After a few short talks on my experience in Philadelphia and New York, I was asked to contribute to an anthology on teaching popular culture in the college composition classroom. Not long after that, I began work on a book on the comedy of Dave Chappelle. After completing three chapters (and reading the newly released book Laughing Mad by Bambi Haggins), I rethought my project, deciding the best approach was to mirror the conversations held in class and to open up the work to a number of perspectives and writers by collecting a series of essays . . . leading to The Comedy of Dave Chappelle: Critical Essays.
Fast forward a few years–I left my tenure-track position to pursue doctoral studies and return to my roots in studies on the history (and future) of the book and publishing… Earlier this year, I shared a post on my work (with Dr. Lindsay DiCuirci) on an AAS-sponsored Mill Girls Exhibition, part of the course “Scribbling Women & the American Periodical”. Grateful to be a part of this work, I quickly realized that this course component was as much about management as it was course material and content, balancing readings and writing assignments with another set of skills related to archival research and curation, coding and design, and, of course, learning the interests, expertise, and (in)experience of individual students and both institutional and platform restraints.
This year, I’m teaching a new course in the Visual Arts Department at UMBC entitled “Origins and Issues in Design” (ART 335). A new course blog can be found at https://coursedesignmatters.wordpress.com. The course is ambitious, covering the Gutenberg printing press through contemporary practice, and examining the interrelationships between graphic, industrial, interior, and architectural design. With a new course comes a new set of challenges. Designated as a Writing Intensive course at the university, the challenge is to find some balance between introducing students to a broad range of movements and styles (and their histories and relationships to each other) while working with them to improve their writing.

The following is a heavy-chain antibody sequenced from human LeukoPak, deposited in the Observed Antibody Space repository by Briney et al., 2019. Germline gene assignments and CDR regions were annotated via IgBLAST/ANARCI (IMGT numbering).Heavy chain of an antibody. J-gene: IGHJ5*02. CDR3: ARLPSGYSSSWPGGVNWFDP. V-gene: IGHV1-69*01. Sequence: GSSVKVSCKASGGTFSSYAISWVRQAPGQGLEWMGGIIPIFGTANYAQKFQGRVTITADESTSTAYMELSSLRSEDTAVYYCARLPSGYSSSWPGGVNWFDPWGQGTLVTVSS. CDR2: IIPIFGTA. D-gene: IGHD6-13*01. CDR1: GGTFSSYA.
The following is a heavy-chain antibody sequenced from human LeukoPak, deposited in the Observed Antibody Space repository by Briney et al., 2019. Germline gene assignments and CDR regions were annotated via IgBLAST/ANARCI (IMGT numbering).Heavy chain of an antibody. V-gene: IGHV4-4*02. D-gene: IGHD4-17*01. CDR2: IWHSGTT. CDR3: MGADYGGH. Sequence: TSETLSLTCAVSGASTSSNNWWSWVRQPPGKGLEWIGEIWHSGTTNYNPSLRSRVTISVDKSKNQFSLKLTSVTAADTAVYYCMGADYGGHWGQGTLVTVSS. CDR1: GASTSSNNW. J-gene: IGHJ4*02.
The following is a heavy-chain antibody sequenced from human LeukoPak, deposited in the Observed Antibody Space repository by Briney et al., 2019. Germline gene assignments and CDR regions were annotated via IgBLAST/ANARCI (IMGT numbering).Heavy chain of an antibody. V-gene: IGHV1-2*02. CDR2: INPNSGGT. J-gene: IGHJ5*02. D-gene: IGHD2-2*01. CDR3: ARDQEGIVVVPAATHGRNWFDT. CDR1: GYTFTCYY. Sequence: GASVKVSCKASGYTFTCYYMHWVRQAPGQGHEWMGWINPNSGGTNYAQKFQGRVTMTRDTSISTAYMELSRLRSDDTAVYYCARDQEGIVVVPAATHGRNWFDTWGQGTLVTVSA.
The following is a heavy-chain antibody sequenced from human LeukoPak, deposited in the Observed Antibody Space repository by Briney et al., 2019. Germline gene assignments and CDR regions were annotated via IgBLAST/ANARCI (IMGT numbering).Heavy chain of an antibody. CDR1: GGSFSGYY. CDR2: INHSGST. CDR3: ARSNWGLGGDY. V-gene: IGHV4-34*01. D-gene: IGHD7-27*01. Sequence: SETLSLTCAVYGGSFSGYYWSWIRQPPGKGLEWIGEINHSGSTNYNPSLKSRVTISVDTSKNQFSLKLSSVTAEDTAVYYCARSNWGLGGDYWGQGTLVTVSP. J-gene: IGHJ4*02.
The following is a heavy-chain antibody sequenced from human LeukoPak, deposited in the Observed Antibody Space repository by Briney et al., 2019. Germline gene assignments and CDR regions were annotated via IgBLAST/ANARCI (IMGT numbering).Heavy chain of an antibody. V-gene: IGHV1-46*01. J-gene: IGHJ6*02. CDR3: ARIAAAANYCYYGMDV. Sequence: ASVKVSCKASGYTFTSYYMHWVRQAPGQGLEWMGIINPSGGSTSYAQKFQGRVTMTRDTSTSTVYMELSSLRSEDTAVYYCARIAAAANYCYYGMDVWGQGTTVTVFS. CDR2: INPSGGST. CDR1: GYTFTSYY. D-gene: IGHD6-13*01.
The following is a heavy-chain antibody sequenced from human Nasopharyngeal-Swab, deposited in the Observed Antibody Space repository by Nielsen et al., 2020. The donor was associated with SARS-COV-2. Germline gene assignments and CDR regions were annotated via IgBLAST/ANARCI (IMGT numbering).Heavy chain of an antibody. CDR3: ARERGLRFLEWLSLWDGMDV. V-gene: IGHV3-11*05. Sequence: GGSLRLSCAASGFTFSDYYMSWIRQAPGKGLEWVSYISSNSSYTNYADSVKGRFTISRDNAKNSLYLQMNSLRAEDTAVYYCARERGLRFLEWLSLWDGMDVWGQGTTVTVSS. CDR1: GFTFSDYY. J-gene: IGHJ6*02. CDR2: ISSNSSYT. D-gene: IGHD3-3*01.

Although the majority of their work will be submitted via the course Blackboard site. I thought it might be a good opportunity for students to gain some experience with another content management system, thinking that may one day soon like to begin to publish their own sites and online portfolios. Moreover, it is chance to broaden their range in writing styles, going beyond the descriptive essay or formal research paper and write in more familiar or personal prose to a wider audience–and on topics that most interested them.
The Course Design Matters site is mostly comprised of supplemental work, materials that showcase students’ range of writing and interests. Posts include students’ responses to a particular idea, movement, style, artist or work covering in our weekly sessions and offer a closer look into a particular design/designer mentioned in lectures. Students will also bring in outside, presenting some criticism or personal thoughts and making connections between the impact or relevance of works/events/players discussed and latter movements, the contemporary, or their own work. Occasionally, this blog will also serve as a place to share news of local events or student progress beyond the classroom, the course, and the university. At the end of the semester, students will post a review of a recent monograph, art book, or exhibition catalogue.